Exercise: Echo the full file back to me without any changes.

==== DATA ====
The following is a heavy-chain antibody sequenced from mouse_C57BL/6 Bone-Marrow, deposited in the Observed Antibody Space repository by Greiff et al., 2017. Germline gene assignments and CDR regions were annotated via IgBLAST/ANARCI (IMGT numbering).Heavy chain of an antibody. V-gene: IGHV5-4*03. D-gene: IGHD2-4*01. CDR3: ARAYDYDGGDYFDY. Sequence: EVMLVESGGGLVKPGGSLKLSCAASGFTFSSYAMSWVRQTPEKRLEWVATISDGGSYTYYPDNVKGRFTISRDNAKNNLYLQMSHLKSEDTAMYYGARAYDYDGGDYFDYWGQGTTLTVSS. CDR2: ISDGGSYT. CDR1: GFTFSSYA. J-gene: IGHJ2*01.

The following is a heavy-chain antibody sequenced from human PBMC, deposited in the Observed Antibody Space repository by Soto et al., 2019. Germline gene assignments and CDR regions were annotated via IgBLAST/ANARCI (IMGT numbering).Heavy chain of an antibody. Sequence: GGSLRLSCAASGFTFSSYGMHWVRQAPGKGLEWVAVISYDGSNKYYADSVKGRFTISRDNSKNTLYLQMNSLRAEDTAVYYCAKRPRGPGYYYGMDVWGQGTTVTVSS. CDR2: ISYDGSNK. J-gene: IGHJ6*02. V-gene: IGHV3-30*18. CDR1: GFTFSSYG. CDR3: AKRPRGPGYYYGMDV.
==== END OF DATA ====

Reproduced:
The following is a heavy-chain antibody sequenced from mouse_C57BL/6 Bone-Marrow, deposited in the Observed Antibody Space repository by Greiff et al., 2017. Germline gene assignments and CDR regions were annotated via IgBLAST/ANARCI (IMGT numbering).Heavy chain of an antibody. V-gene: IGHV5-4*03. D-gene: IGHD2-4*01. CDR3: ARAYDYDGGDYFDY. Sequence: EVMLVESGGGLVKPGGSLKLSCAASGFTFSSYAMSWVRQTPEKRLEWVATISDGGSYTYYPDNVKGRFTISRDNAKNNLYLQMSHLKSEDTAMYYGARAYDYDGGDYFDYWGQGTTLTVSS. CDR2: ISDGGSYT. CDR1: GFTFSSYA. J-gene: IGHJ2*01.

The following is a heavy-chain antibody sequenced from human PBMC, deposited in the Observed Antibody Space repository by Soto et al., 2019. Germline gene assignments and CDR regions were annotated via IgBLAST/ANARCI (IMGT numbering).Heavy chain of an antibody. Sequence: GGSLRLSCAASGFTFSSYGMHWVRQAPGKGLEWVAVISYDGSNKYYADSVKGRFTISRDNSKNTLYLQMNSLRAEDTAVYYCAKRPRGPGYYYGMDVWGQGTTVTVSS. CDR2: ISYDGSNK. J-gene: IGHJ6*02. V-gene: IGHV3-30*18. CDR1: GFTFSSYG. CDR3: AKRPRGPGYYYGMDV.